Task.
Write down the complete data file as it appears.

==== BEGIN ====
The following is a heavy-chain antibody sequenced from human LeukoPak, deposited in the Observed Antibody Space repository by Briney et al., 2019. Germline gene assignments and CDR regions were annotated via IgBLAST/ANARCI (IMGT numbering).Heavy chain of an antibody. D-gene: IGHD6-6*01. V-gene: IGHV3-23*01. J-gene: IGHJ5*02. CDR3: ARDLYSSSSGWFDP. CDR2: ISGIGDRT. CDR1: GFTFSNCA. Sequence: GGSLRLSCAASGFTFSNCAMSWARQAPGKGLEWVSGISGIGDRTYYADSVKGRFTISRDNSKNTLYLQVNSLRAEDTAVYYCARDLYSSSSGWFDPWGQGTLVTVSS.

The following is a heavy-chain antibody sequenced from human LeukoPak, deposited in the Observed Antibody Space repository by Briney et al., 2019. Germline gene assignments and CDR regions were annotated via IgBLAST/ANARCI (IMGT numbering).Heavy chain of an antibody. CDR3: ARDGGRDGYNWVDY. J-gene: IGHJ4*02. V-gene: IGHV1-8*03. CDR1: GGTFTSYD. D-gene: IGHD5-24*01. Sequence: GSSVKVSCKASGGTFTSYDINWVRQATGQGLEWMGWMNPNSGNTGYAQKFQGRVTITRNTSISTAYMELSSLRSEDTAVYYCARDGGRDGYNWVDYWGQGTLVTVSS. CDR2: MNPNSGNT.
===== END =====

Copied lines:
The following is a heavy-chain antibody sequenced from human LeukoPak, deposited in the Observed Antibody Space repository by Briney et al., 2019. Germline gene assignments and CDR regions were annotated via IgBLAST/ANARCI (IMGT numbering).Heavy chain of an antibody. D-gene: IGHD6-6*01. V-gene: IGHV3-23*01. J-gene: IGHJ5*02. CDR3: ARDLYSSSSGWFDP. CDR2: ISGIGDRT. CDR1: GFTFSNCA. Sequence: GGSLRLSCAASGFTFSNCAMSWARQAPGKGLEWVSGISGIGDRTYYADSVKGRFTISRDNSKNTLYLQVNSLRAEDTAVYYCARDLYSSSSGWFDPWGQGTLVTVSS.

The following is a heavy-chain antibody sequenced from human LeukoPak, deposited in the Observed Antibody Space repository by Briney et al., 2019. Germline gene assignments and CDR regions were annotated via IgBLAST/ANARCI (IMGT numbering).Heavy chain of an antibody. CDR3: ARDGGRDGYNWVDY. J-gene: IGHJ4*02. V-gene: IGHV1-8*03. CDR1: GGTFTSYD. D-gene: IGHD5-24*01. Sequence: GSSVKVSCKASGGTFTSYDINWVRQATGQGLEWMGWMNPNSGNTGYAQKFQGRVTITRNTSISTAYMELSSLRSEDTAVYYCARDGGRDGYNWVDYWGQGTLVTVSS. CDR2: MNPNSGNT.